Every person with diabetes is at risk of losing their eyesight. And yet, as few as one in five (20 per cent) Indigenous Australians suffering from diabetes will get their eyes regularly tested, in addition to only 50 per cent of non-Indigenous citizens. What's more, the low figures haven't changed over a decade. These are the recent findings of the Centre for Eye Research Australia (CERA), which show a need for increased support to improve eye care.
Diabetes is the leading cause of blindness in Australians today, according to CERA. Over the past decade, more than 10,000 Australians have lost their vision due to the disease, reported the Herald Sun this month. A further 300,000 have diabetic retinopathy, which damages blood vessels in the retinas and reduces vision to the point where it can affect everyday processes, such as watching TV.
As a result of these poor figures, experts are calling for more in-depth and regular eye screenings for diabetes sufferers in order to catch and treat the effects early.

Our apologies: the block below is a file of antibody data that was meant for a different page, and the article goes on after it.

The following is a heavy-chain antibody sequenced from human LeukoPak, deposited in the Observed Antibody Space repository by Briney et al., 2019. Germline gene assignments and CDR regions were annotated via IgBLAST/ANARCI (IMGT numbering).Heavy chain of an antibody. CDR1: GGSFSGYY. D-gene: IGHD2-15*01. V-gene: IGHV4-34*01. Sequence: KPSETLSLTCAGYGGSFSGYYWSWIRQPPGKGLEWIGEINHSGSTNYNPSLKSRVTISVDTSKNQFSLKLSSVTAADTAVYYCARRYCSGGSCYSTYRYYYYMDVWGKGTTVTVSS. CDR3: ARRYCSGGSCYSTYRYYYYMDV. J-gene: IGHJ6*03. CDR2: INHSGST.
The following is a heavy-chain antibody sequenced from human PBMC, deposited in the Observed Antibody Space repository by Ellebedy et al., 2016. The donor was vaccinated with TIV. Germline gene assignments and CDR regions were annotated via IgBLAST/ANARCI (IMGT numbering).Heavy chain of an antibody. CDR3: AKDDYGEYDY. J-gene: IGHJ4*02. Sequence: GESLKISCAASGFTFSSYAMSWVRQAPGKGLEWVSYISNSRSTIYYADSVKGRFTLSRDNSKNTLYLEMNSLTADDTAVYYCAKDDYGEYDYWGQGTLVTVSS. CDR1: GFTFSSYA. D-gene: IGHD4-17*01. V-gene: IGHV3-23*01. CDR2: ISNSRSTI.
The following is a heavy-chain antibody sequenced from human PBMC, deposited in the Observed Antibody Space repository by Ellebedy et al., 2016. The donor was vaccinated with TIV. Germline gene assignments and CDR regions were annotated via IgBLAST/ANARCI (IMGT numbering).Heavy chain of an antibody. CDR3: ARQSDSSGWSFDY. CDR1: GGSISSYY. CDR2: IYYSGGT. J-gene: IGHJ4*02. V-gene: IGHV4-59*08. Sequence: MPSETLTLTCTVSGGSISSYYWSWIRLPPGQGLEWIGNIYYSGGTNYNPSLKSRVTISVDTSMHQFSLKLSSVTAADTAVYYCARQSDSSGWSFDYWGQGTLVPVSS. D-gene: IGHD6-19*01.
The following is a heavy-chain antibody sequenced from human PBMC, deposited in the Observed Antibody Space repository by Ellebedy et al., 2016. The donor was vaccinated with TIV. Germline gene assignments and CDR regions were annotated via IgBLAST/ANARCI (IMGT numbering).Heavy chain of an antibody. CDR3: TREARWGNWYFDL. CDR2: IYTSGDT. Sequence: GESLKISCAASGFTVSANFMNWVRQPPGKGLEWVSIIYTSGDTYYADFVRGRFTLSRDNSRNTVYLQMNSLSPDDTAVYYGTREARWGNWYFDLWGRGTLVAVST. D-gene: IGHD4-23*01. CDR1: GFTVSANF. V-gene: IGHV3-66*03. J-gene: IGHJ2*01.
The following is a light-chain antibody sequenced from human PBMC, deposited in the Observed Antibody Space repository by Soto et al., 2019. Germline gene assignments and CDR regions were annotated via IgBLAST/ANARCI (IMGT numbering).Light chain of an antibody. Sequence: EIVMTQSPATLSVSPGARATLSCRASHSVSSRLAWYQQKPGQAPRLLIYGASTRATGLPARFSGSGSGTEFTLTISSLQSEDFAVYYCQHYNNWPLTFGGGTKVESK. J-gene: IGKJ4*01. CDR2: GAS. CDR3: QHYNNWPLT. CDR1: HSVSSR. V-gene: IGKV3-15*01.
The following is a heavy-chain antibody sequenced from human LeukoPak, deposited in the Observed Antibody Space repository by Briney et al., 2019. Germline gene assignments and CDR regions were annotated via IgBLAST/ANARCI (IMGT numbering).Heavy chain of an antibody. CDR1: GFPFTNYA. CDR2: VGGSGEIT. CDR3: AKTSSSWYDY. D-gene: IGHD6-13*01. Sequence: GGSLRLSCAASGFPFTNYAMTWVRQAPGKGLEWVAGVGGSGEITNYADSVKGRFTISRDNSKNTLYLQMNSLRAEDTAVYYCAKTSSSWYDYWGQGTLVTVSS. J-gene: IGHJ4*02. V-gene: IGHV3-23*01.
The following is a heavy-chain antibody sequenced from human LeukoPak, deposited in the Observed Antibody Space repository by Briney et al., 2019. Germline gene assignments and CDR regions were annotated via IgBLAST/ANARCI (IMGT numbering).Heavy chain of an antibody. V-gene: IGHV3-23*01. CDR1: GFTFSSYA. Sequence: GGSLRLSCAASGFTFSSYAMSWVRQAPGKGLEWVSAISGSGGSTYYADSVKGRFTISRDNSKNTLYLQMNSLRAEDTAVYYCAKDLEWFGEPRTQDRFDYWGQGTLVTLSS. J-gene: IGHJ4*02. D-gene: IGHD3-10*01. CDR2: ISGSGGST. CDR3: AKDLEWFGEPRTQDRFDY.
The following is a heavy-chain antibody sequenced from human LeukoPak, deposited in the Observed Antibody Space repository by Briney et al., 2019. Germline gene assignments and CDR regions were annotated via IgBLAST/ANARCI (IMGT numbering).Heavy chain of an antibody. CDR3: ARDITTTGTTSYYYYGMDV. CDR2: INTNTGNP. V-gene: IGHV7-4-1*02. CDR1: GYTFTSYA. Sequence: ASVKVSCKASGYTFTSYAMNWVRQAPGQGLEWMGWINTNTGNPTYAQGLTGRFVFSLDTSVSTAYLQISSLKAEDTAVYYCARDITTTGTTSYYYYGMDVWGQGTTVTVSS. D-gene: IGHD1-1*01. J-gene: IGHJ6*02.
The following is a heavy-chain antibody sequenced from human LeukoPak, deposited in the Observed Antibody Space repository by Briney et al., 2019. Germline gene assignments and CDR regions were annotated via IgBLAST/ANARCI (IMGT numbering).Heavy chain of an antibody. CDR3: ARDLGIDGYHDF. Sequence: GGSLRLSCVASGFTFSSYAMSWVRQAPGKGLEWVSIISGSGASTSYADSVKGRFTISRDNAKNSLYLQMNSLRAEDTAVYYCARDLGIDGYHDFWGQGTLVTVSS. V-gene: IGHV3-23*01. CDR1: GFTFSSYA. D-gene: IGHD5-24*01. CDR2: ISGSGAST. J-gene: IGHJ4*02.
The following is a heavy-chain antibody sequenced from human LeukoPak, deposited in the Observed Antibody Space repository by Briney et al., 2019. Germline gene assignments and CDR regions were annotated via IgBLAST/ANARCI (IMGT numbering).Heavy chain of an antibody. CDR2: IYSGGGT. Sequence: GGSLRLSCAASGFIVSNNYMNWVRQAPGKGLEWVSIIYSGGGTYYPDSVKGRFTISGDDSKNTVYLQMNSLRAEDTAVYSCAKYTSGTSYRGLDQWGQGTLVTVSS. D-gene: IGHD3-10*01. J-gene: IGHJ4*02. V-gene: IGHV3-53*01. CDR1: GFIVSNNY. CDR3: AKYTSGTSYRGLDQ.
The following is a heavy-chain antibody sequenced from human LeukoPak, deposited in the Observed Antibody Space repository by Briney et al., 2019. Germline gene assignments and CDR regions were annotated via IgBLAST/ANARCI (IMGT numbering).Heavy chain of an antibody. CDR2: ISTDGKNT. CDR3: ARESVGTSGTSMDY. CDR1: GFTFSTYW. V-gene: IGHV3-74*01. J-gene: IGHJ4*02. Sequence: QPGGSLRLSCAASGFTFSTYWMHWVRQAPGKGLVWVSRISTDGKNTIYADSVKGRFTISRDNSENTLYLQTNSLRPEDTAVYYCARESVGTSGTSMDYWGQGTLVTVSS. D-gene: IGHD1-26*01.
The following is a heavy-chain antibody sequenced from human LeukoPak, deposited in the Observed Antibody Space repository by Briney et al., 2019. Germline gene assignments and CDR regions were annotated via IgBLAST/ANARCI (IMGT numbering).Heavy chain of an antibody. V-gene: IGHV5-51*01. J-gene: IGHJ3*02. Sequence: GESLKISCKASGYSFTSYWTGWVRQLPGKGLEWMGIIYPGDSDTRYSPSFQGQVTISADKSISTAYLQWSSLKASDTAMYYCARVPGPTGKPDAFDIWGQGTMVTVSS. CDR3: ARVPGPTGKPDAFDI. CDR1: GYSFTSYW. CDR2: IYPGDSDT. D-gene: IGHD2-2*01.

At the moment, Australian residents can receive treatments for chronic eye conditions, such as glaucoma and cataracts, and can find themselves covered for exams and surgical procedures with Medicare, depending on the severity of the conditions.
However, despite taking the vision of thousands of Australians, diabetes sufferers are limited in their Medicare cover to receiving one eye screening by a state-authorised eye doctor every 12 months. Many think this is not enough to contain the problem and treat it early.
Private health insurance, meanwhile, can offer ancillary treatment for eye care to protect people most at risk from diabetes and other eye problems.
Better eye care is needed
CERA Principal Investigators Dr Mo Dirani and Dr Peter van Wijngaarden explained that identifying problems is key to improving eye care for diabetes sufferers.
"Early detection and timely treatment is the only way to prevent the majority of diabetes-related vision loss," Dr Dirani said.
However, the current Medicare offering is not providing enough of a service to reduce the high vision-loss figures.
"Many Australians are being failed by the current ad hoc approach to eye examinations," Dr Van Wijngaarden concluded.
Eye screening for diabetes sufferers is not such an issue in other countries, CERA added, with the disease no longer the leading cause of blindness in the UK, thanks to a more robust screening program.
For those considering private health insurance, the variety of care packages make it important to choose the right level of cover to suit an individual's needs. That is why it is important to compare health insurance and seek expert advice when searching for the best protection.
To discuss your options, call HICA today on 1300 44 22 01.